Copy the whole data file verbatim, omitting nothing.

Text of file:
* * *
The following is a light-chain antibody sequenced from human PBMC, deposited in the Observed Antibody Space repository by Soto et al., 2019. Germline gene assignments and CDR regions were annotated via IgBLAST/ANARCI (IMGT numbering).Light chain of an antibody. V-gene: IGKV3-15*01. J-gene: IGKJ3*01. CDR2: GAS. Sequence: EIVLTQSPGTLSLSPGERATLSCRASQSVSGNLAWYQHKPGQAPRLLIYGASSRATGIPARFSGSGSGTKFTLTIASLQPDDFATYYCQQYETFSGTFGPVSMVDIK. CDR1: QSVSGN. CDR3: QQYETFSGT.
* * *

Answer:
The following is a light-chain antibody sequenced from human PBMC, deposited in the Observed Antibody Space repository by Soto et al., 2019. Germline gene assignments and CDR regions were annotated via IgBLAST/ANARCI (IMGT numbering).Light chain of an antibody. V-gene: IGKV3-15*01. J-gene: IGKJ3*01. CDR2: GAS. Sequence: EIVLTQSPGTLSLSPGERATLSCRASQSVSGNLAWYQHKPGQAPRLLIYGASSRATGIPARFSGSGSGTKFTLTIASLQPDDFATYYCQQYETFSGTFGPVSMVDIK. CDR1: QSVSGN. CDR3: QQYETFSGT.